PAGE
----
In geometry, the hyperboloid model, also known as the Minkowski model after Hermann Minkowski is a model of n-dimensional hyperbolic geometry in which points are represented by the points on the forward sheet S+ of a two-sheeted hyperboloid in (n+1)-dimensional Minkowski space and m-planes are represented by the intersections of the (m+1)-planes in Minkowski space with S+. The hyperbolic distance function admits a simple expression in this model. The hyperboloid model of the n-dimensional hyperbolic space is closely related to the Beltrami–Klein model and to the Poincaré disk model as they are projective models in the sense that the isometry group is a subgroup of the projective group.

Beltrami–Klein model

In geometry, the Beltrami–Klein model, also called the projective model, Klein disk model, and the Cayley–Klein model, is a model of hyperbolic geometry in which points are represented by the points in the interior of the unit disk and lines are represented by the chords, straight line segments with ideal endpoints on the boundary sphere.

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In hyperbolic geometry an ideal triangle is a hyperbolic triangle whose three vertices all are ideal points. Ideal triangles are also sometimes called triply asymptotic triangles or trebly asymptotic triangles. The vertices are sometimes called ideal vertices. All ideal triangles are congruent.

Horocycle

In hyperbolic geometry, a horocycle is a curve whose normal or perpendicular geodesics all converge asymptotically in the same direction. It is the two-dimensional example of a horosphere.

Differential geometry of surfaces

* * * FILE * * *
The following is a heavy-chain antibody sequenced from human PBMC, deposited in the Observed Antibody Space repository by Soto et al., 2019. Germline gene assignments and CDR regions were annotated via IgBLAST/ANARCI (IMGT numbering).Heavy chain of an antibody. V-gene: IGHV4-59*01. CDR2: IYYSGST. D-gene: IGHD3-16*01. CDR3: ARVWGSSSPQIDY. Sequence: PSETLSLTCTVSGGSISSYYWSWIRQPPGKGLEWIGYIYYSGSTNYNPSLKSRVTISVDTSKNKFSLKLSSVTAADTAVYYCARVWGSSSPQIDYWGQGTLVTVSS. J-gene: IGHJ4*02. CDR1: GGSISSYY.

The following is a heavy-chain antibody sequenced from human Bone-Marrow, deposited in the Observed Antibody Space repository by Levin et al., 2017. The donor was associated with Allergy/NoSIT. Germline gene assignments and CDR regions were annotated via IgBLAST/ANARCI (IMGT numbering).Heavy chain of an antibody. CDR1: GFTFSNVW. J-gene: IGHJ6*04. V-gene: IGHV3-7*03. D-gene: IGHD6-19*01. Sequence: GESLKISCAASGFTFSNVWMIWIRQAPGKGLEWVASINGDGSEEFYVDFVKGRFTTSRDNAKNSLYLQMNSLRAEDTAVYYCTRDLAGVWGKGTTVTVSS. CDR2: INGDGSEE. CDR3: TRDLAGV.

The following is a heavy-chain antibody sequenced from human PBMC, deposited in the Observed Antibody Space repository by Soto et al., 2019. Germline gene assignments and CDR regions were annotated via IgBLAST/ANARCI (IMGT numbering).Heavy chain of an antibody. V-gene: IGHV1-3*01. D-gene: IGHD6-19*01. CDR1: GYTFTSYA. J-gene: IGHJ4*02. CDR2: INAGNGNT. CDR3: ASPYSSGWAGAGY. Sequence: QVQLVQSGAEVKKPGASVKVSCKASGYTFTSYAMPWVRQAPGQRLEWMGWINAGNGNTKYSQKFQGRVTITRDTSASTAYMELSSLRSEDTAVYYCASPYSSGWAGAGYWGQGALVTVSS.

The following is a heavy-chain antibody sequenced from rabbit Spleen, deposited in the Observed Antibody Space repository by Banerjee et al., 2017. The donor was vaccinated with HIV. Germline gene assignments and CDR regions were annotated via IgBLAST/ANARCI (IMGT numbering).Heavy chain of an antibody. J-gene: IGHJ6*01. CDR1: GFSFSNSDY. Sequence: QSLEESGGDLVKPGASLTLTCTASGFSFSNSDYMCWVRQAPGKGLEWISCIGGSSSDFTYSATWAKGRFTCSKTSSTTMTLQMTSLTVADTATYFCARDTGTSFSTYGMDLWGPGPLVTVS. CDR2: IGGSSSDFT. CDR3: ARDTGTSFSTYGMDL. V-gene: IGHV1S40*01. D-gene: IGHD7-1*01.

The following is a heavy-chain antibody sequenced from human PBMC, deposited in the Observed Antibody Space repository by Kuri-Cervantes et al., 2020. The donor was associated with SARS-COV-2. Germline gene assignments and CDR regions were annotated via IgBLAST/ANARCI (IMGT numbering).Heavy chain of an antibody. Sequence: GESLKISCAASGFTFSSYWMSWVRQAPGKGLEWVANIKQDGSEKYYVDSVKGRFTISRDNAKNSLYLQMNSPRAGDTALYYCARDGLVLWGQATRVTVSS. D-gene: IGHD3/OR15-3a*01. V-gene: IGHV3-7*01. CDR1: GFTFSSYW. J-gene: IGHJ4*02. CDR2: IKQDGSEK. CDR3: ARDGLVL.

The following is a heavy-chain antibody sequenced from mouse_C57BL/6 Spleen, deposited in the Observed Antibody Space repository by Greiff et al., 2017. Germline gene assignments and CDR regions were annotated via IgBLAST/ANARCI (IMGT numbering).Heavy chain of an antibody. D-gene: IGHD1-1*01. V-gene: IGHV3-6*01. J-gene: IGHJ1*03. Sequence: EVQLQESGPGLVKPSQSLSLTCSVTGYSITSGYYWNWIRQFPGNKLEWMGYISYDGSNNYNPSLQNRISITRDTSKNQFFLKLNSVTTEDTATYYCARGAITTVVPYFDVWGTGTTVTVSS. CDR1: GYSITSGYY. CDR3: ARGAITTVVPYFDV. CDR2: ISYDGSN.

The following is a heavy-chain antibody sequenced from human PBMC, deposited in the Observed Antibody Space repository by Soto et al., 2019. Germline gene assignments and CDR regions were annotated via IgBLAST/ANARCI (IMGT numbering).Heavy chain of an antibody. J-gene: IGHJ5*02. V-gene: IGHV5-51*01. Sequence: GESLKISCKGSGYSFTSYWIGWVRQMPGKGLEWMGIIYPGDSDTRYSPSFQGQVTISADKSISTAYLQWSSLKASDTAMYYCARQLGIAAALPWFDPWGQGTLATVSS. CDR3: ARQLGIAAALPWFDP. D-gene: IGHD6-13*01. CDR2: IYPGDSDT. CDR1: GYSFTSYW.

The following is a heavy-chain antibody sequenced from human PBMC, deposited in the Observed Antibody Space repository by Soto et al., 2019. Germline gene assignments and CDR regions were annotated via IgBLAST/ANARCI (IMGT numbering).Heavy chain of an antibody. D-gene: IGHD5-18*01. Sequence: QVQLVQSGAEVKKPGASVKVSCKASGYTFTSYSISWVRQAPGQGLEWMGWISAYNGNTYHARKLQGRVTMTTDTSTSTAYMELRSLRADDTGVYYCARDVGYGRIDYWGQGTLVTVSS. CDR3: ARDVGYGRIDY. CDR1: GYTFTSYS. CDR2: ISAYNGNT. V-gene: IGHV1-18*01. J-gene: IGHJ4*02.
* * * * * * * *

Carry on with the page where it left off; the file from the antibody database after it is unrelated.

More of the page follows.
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Poincaré disk model

In geometry, the Poincaré disk model, also called the conformal disk model, is a model of 2-dimensional hyperbolic geometry in which the points of the geometry are inside the unit disk, and the straight lines consist of all circular arcs contained within that disk that are orthogonal to the boundary of the disk, plus all diameters of the disk.

In the hyperbolic plane, as in the Euclidean plane, each point can be uniquely identified by two real numbers. Several qualitatively different ways of coordinatizing the plane in hyperbolic geometry are used.

References

  1. Beltrami, Eugenio (1868). "Saggio sulla interpretazione della geometria non euclidea" [Treatise on the interpretation of non-Euclidean geometry]. Gior. Mat. (in Italian). 6: 248–312.
    (Also Beltrami, Eugenio. Opere Matematiche[Mathematical Works] (in Italian). 1. pp. 374–405. ISBN   1-4181-8434-9.;
    Beltrami, Eugenio (1869). "Essai d'interprétation de la géométrie noneuclidéenne" [Treatise on the interpretation of non-Euclidean geometry]. Annales de l'École Normale Supérieure (in French). 6: 251–288. Archived from the original on 2016-02-02. Retrieved 2010-07-24.)
  2. Bonahon, Francis (2009). Low-dimensional geometry: from Euclidean surfaces to hyperbolic knots. AMS Bookstore. p. 108. ISBN   0-8218-4816-X., Chapter 5, page 108
  3. Stillwell, John (2010). Mathematics and Its History (revised, 3rd ed.). Springer Science & Business Media. p. 345. ISBN   978-1-4419-6052-8., extract of page 345
  4. Le Lionnais, F. (2004). Great Currents of Mathematical Thought, Vol. II: Mathematics in the Arts and Sciences (2 ed.). Courier Dover Publications. p. 154. ISBN   0-486-49579-5., Chapter 40, page 154
  5. Weisstein, Eric W. "Pseudosphere". MathWorld .
  6. Thurston, William, Three-dimensional geometry and topology, 1, Princeton University Press, p. 62.
  7. Hasanov, Elman (2004), "A new theory of complex rays", IMA J. Appl. Math., 69: 521–537, doi:10.1093/imamat/69.6.521, ISSN   1464-3634, archived from the original on 2013-04-15